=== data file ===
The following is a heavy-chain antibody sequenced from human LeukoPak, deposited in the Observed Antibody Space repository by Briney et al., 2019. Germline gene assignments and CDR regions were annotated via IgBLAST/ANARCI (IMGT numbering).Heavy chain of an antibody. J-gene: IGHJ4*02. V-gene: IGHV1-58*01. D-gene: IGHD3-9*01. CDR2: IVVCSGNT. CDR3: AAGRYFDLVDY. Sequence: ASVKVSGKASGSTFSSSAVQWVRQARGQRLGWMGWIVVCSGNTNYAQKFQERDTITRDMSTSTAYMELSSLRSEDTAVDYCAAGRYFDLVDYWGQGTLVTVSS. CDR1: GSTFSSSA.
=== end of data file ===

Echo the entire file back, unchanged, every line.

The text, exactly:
The following is a heavy-chain antibody sequenced from human LeukoPak, deposited in the Observed Antibody Space repository by Briney et al., 2019. Germline gene assignments and CDR regions were annotated via IgBLAST/ANARCI (IMGT numbering).Heavy chain of an antibody. J-gene: IGHJ4*02. V-gene: IGHV1-58*01. D-gene: IGHD3-9*01. CDR2: IVVCSGNT. CDR3: AAGRYFDLVDY. Sequence: ASVKVSGKASGSTFSSSAVQWVRQARGQRLGWMGWIVVCSGNTNYAQKFQERDTITRDMSTSTAYMELSSLRSEDTAVDYCAAGRYFDLVDYWGQGTLVTVSS. CDR1: GSTFSSSA.